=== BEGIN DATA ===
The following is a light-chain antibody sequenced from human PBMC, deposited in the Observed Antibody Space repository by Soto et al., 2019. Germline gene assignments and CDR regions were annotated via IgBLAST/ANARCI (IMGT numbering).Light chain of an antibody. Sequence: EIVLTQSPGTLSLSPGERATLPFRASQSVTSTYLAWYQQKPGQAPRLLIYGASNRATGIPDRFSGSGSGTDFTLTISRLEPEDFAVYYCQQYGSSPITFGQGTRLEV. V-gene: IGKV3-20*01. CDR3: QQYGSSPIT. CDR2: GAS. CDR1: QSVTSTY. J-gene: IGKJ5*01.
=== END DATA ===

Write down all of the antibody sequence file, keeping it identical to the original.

The following is a light-chain antibody sequenced from human PBMC, deposited in the Observed Antibody Space repository by Soto et al., 2019. Germline gene assignments and CDR regions were annotated via IgBLAST/ANARCI (IMGT numbering).Light chain of an antibody. Sequence: EIVLTQSPGTLSLSPGERATLPFRASQSVTSTYLAWYQQKPGQAPRLLIYGASNRATGIPDRFSGSGSGTDFTLTISRLEPEDFAVYYCQQYGSSPITFGQGTRLEV. V-gene: IGKV3-20*01. CDR3: QQYGSSPIT. CDR2: GAS. CDR1: QSVTSTY. J-gene: IGKJ5*01.